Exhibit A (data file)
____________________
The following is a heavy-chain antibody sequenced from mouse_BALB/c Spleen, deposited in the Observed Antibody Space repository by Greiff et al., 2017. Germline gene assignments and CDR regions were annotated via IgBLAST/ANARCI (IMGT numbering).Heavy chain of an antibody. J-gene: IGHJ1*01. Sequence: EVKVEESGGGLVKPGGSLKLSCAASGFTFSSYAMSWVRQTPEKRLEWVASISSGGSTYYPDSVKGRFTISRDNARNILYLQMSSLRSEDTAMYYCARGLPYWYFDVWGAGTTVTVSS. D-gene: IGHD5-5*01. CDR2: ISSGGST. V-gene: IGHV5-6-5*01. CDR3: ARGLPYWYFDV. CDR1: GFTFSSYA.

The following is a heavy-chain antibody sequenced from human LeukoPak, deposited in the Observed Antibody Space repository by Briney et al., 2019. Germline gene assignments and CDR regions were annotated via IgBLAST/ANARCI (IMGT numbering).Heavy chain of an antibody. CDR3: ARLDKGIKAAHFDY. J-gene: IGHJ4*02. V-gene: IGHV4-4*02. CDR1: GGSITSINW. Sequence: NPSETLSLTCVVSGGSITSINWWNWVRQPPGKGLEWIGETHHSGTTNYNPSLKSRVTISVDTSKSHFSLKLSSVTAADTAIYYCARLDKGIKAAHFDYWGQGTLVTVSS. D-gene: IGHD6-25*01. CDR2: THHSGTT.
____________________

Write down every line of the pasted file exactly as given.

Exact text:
The following is a heavy-chain antibody sequenced from mouse_BALB/c Spleen, deposited in the Observed Antibody Space repository by Greiff et al., 2017. Germline gene assignments and CDR regions were annotated via IgBLAST/ANARCI (IMGT numbering).Heavy chain of an antibody. J-gene: IGHJ1*01. Sequence: EVKVEESGGGLVKPGGSLKLSCAASGFTFSSYAMSWVRQTPEKRLEWVASISSGGSTYYPDSVKGRFTISRDNARNILYLQMSSLRSEDTAMYYCARGLPYWYFDVWGAGTTVTVSS. D-gene: IGHD5-5*01. CDR2: ISSGGST. V-gene: IGHV5-6-5*01. CDR3: ARGLPYWYFDV. CDR1: GFTFSSYA.

The following is a heavy-chain antibody sequenced from human LeukoPak, deposited in the Observed Antibody Space repository by Briney et al., 2019. Germline gene assignments and CDR regions were annotated via IgBLAST/ANARCI (IMGT numbering).Heavy chain of an antibody. CDR3: ARLDKGIKAAHFDY. J-gene: IGHJ4*02. V-gene: IGHV4-4*02. CDR1: GGSITSINW. Sequence: NPSETLSLTCVVSGGSITSINWWNWVRQPPGKGLEWIGETHHSGTTNYNPSLKSRVTISVDTSKSHFSLKLSSVTAADTAIYYCARLDKGIKAAHFDYWGQGTLVTVSS. D-gene: IGHD6-25*01. CDR2: THHSGTT.